I started off by mentioning spring! Spring has brought snow and ice which together have made a joke of an already congested fixture list. Normally we start a season playing two matches per week. Then, by mid-November we’re on a single match each week with the occasional midweek match for a postponed fixture. This season we’ve had two games a week almost all the way through apart from a week when no football was possible due to the weather. And it looks like that will continue until the end of the season now! Add in the U23 matches and your humble scribe has been having a busy time on camera duties for the club. That has taken its toll personally. I have had a couple of health issues around my joints resulting in periods when I couldn’t walk properly. In turn that goes part way towards explaining my sporadic blog posts of late. I’ve now got a supply of Solgar 7 and Cod Liver Oil to combat those joint issues 😉

Next season will see the leagues at our level being re-organised to create an additional set of divisions and reduce the number of teams back down to 22 in the Bostik Premier. Hopefully that will reduce the fixture pressure a bit. It’s also supposed to reduce the amount of travelling that the clubs have to do – though somehow I doubt it will. The possibility of travelling to Portsmouth seems every bit as far as going to Lowestoft! 😦 But I guess it’s good to end with some evidence that the FA do actually know that the non-league exists and is the important grass-roots base of all football in England 😉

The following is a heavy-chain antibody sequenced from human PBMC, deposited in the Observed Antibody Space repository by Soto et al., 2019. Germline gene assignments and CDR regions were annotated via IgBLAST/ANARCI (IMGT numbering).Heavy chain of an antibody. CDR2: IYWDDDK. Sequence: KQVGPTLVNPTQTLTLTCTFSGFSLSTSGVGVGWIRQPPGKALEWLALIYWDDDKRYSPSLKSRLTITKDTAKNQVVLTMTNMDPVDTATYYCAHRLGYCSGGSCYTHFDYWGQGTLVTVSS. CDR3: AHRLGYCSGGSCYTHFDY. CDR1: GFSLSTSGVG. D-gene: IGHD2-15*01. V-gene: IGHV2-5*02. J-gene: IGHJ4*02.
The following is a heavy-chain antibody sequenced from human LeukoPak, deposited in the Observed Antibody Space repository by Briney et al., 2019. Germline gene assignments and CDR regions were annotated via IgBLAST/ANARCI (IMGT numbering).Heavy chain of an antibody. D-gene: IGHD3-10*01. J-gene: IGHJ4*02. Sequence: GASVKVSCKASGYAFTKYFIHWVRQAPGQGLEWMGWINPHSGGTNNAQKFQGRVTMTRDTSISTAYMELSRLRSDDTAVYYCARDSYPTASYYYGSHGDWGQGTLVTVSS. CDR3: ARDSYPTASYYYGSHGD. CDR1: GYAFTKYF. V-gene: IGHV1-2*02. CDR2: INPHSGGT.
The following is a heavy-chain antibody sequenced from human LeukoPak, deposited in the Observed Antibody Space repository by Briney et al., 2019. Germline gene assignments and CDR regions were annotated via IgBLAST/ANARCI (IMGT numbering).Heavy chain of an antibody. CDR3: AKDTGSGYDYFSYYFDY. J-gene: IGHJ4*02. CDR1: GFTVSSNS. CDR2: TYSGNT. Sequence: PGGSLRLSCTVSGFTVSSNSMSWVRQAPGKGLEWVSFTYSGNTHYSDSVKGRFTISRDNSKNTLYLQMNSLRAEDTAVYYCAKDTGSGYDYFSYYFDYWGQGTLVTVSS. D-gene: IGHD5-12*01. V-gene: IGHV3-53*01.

Here’s some photos of the Under 23’s in action on an appalling Wednesday night in February..


  1. Your photos are excellent, Martin. You truly convey the action and the excitement of the game. I don’t understand the particulars of the game very well, but I appreciate the organizational demands of a non-league team. I just watch how hard my son-in-law works as the President of a board for young girls softball! He devotes dozens of hours each week. So I do appreciate league sports! I hope the weather evens out so the interruptions are minimal!

    1. Thanks Debra – I’m pleased to say that the daytime images are of much better quality 😉 The chairman was hoping to improve the floodlights a couple of seasons back but the small side pitches that are used by children and disabled persons needed resurfacing so that took priority. I’m sure your Son-in-Law loves what he does – because it is a labour of love! As for the weather… Our Good Friday match was called off because of more heavy rain – Burgess Hill’s pitch was waterlogged 😦 It’s supposed to be another wet weekend with more heavy rain especially on Easter Monday when local rivals Hendon are supposed to visit us. Normally our pitch is ok but I’m wondering if that game will also be in doubt 😦 Oh well – a chance to help Epi with some spring cleaning 🙂